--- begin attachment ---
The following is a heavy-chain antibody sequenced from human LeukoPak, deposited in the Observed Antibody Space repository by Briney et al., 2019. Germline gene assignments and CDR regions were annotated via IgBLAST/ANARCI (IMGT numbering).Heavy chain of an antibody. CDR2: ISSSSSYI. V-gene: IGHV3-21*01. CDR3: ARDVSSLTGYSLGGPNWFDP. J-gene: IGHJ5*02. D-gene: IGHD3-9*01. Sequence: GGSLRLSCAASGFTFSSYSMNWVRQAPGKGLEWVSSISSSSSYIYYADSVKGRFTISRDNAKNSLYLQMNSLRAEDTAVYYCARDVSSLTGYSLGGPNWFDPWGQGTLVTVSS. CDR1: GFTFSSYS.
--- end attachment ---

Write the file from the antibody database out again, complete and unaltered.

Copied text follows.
The following is a heavy-chain antibody sequenced from human LeukoPak, deposited in the Observed Antibody Space repository by Briney et al., 2019. Germline gene assignments and CDR regions were annotated via IgBLAST/ANARCI (IMGT numbering).Heavy chain of an antibody. CDR2: ISSSSSYI. V-gene: IGHV3-21*01. CDR3: ARDVSSLTGYSLGGPNWFDP. J-gene: IGHJ5*02. D-gene: IGHD3-9*01. Sequence: GGSLRLSCAASGFTFSSYSMNWVRQAPGKGLEWVSSISSSSSYIYYADSVKGRFTISRDNAKNSLYLQMNSLRAEDTAVYYCARDVSSLTGYSLGGPNWFDPWGQGTLVTVSS. CDR1: GFTFSSYS.